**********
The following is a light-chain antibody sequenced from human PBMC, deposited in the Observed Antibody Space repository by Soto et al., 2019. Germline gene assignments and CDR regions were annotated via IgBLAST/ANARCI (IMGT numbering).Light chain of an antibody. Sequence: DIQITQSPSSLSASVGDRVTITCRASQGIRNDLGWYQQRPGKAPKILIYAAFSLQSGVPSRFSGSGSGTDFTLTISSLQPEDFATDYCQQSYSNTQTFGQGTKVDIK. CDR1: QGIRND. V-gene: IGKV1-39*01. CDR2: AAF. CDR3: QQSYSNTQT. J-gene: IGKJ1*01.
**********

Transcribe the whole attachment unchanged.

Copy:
The following is a light-chain antibody sequenced from human PBMC, deposited in the Observed Antibody Space repository by Soto et al., 2019. Germline gene assignments and CDR regions were annotated via IgBLAST/ANARCI (IMGT numbering).Light chain of an antibody. Sequence: DIQITQSPSSLSASVGDRVTITCRASQGIRNDLGWYQQRPGKAPKILIYAAFSLQSGVPSRFSGSGSGTDFTLTISSLQPEDFATDYCQQSYSNTQTFGQGTKVDIK. CDR1: QGIRND. V-gene: IGKV1-39*01. CDR2: AAF. CDR3: QQSYSNTQT. J-gene: IGKJ1*01.